College Sports

Columbia native Jordan Bruner played big role in Yale reaching NCAA Tournament

Fur over feathers: How to pick the best mascot bracket

The mascots decide in this 2019 NCAA Basketball Tournament Bracket. The rules? Animals over people (or objects) and mammals over birds. In the end, it’s a cat’s world. Go Tigers.
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The mascots decide in this 2019 NCAA Basketball Tournament Bracket. The rules? Animals over people (or objects) and mammals over birds. In the end, it’s a cat’s world. Go Tigers.

Columbia native Jordan Bruner is finally having the type of success he envisioned after injuries slowed his college career early on.

Bruner, who chose Yale over in-state Clemson in November of 2015, played a big role in the Bulldogs winning the Ivy League this season and reaching the NCAA Tournament for the fifth time in school history.

The junior is averaging more than 10 points and 8 rebounds per game for No. 14 seed Yale, who will face No. 3 seed LSU in the first round of the tournament at 12:40 p.m. Thursday in Jacksonville.

“This is like the dream as a college basketball player,” Bruner told The State Wednesday.

While it has been a dream season for Bruner, his college career has been anything but easy. The former Spring Valley High School star missed the entire 2017-18 season with a knee injury and was forced to watch as the Bulldogs struggled to a 16-15 season.

Sitting out last year helped Bruner learn where his team needs him the most.

“The worst part of sitting out is just seeing my guys go out there and have to play without me — any game where we lose or where I see that my team is struggling at a place that I could really help them. Like right now, I’m an emotional leader,” Bruner said. “They kind of lacked that last year, and that was kind of difficult to watch at all times through the year.”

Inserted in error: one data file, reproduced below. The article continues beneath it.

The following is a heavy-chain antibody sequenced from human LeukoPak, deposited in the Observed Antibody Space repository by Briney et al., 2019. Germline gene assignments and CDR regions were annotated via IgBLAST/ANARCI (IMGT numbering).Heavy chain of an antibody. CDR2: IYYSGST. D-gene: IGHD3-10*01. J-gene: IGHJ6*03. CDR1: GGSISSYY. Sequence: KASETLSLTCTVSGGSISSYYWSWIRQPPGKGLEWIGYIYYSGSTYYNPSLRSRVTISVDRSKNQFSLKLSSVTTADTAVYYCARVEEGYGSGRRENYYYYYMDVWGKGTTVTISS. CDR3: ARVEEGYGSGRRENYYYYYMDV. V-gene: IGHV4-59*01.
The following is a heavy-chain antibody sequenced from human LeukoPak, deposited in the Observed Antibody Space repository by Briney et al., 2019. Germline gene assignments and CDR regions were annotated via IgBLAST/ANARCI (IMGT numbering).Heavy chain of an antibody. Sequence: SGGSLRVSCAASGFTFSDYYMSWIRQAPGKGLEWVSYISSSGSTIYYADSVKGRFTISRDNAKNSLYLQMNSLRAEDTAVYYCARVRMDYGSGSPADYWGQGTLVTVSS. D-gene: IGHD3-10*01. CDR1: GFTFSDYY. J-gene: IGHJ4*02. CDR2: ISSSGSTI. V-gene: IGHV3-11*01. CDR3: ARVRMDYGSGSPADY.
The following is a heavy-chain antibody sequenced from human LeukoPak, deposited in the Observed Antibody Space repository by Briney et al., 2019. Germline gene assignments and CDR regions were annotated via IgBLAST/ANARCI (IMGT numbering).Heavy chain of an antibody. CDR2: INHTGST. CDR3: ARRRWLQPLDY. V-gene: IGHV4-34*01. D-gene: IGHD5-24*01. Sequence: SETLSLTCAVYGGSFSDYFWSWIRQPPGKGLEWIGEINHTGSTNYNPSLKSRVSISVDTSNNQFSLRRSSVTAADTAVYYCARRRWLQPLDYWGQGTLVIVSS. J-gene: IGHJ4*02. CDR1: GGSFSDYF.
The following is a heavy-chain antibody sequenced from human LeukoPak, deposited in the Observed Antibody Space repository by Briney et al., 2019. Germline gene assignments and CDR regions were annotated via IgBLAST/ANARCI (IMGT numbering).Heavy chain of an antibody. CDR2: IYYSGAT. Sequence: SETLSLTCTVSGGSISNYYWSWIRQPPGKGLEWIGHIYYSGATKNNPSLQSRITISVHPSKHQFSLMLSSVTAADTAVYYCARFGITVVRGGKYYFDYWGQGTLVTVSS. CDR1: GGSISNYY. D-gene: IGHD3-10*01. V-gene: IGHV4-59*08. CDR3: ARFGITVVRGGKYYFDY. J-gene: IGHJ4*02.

But Bruner kept faith and always believed that his time would come. It finally has this year.

In addition to scoring 10.2 points per game, Bruner finished second in the Ivy League in rebounding (8.3), seventh in assists (3.0) and third in blocked shots (1.6).

Bruner isn’t always having the offensive productivity that he would like, but he has found plenty of other ways to help his team pile up victories. The Bulldogs are 22-7 entering the NCAA Tournament.

“Just emotional leadership, energy. I haven’t really been playing the way I’m capable of offensively, but just coming out there and being the piece that helps glue the team together offensively and defensively,” Bruner said. “I can’t control every shot that I put up if it goes in or not, but I can control how hard I play, and I think my teammates feed off of that.”

Even though Yale is back in the NCAA Tournament for the second time in four years, this season has had its share of difficulties as well. Unlike last season, this year the Bulldogs had Bruner to lean on during difficult times.

All of the tough times were worth it when Yale beat Harvard in the Ivy League Tournament to clinch its spot in March Madness.

“It was special because of how we did it. There were times that we were down in the season and we had a players meeting where we just talked about what we meant to each other and how we needed to continue to grow,” Bruner said. “It wasn’t as much as what we accomplished as how we accomplished it, and me being grateful for the guys around me.

“The experience of winning the game was cool, but I was just glad that we were able to do it as a team. That meant more to me than anything.”

HOW TO WATCH

Who: No. 3 LSU vs. No. 14 Yale

Where: NCAA Men’s Basketball Tournament Jacksonville Regional, VyStar Veterans Memorial Arena

When: Thursday, March 21, 12:40 p.m.

Watch: truTV, Stream online via NCAA.com

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